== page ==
We're helping Kiwi's to get savvy on fraud and scams. Here are some helpful hints on how to spot a scam.
08 February 2018
Scammers and fraudsters are targeting both young and old in increasingly sophisticated ways. CFFC's Fraud Education Manager Bronwyn Groot talks to Nine at Noon about how to avoid getting ripped off. Listen now.
You may get a call from someone claiming they’re from your bank, the council or from a government department. They may even say they are a representative from your telephone provider.
Their tone will be friendly and they will talk with a sense of urgency or use fear to get you to part with your personal and/or bank account details.
If you get one of these calls, take a breath. Give yourself time to think things through and don’t be rushed. Then tell the caller that you’re busy and will call them back later.
Phishing emails are on the rise and it looks like we’re going to see a lot more of these.
Millions of phishing emails are sent each day in the hope people will click on one of ‘links’ and share personal information.
The emails are usually slick in presentation and well prepared. They often prompt you to “update” contact details or “verify” your password. Once you click on the link, any information you enter will be gathered and used for fraudulent purposes. Your computer can also be infected with some pretty nasty malware (malicious software).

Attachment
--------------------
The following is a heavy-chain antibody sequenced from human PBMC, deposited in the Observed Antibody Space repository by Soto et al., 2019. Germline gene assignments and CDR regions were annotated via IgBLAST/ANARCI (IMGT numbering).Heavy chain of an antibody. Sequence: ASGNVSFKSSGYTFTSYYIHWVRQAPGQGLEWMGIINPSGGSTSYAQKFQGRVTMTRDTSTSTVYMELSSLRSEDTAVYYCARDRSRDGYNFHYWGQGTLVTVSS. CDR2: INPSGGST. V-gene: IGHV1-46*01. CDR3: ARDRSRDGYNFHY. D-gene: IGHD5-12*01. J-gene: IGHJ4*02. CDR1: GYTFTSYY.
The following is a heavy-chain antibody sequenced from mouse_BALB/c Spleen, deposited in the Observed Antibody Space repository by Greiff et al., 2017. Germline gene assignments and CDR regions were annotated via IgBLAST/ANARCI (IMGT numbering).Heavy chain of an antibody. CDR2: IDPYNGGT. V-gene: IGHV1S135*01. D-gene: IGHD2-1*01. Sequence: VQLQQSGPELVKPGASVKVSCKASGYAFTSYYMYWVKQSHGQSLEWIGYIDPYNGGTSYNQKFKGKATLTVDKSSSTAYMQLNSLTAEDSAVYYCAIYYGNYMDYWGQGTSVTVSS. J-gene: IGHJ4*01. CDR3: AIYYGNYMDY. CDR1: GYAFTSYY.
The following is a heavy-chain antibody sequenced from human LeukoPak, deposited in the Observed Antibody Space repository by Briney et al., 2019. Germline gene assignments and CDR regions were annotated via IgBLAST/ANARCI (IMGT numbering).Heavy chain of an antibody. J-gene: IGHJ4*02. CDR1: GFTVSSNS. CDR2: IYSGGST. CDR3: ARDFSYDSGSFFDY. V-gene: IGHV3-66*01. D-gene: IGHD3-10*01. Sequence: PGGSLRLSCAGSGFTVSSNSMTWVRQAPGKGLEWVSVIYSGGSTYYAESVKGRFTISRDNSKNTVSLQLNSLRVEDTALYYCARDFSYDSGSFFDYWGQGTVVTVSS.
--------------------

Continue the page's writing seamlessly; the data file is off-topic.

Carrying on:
To check the email address, use your mouse cursor to hover over the link without clicking on it.
Mark the email as spam or junk, block (the sender) and delete it.
Scammers impersonating the boss use a sense of urgency to trick a staff member into believing they urgently need to pay a bill.
This month one of our own team members received the email below from someone pretending to be our CEO, Diane Maxwell.
From: Diane Maxwell [mailto:email@example.com]
Sent: Wednesday, 31 January 2018 12:37 PM
Do we have limit on same day transfer ? i have some payments i need you to process today.
Sent from my iPhone
Remember, scammers are actively looking to build a profile about you and your colleagues. Don’t be complacent and think “no-one will be interested in my online posts”.
It pays to know what behavioural triggers scammers are looking to manipulate.
If you have been the victim of a scam, notify your bank straight away. They will determine what procedures need to be followed.
Even though you may feel embarrassment, it is important to report the scam and help avoid it happening to others. New Zealanders need to know what scams are doing the rounds and how big they are. The only way we can know that is if it is reported.
If you have been victim to a scam, don’t be too hard on yourself. Scammers are experts at what they do and rely on people’s busy lives to distract them from the intent of their emails.
Remember there have been many victims, from CEO’s of large companies to Investment fund managers, politicians, University professors even Police officers.
Don’t blame yourself – put the blame firmly where it belongs, with the scammers. They are the ones who went out of their way to trick you.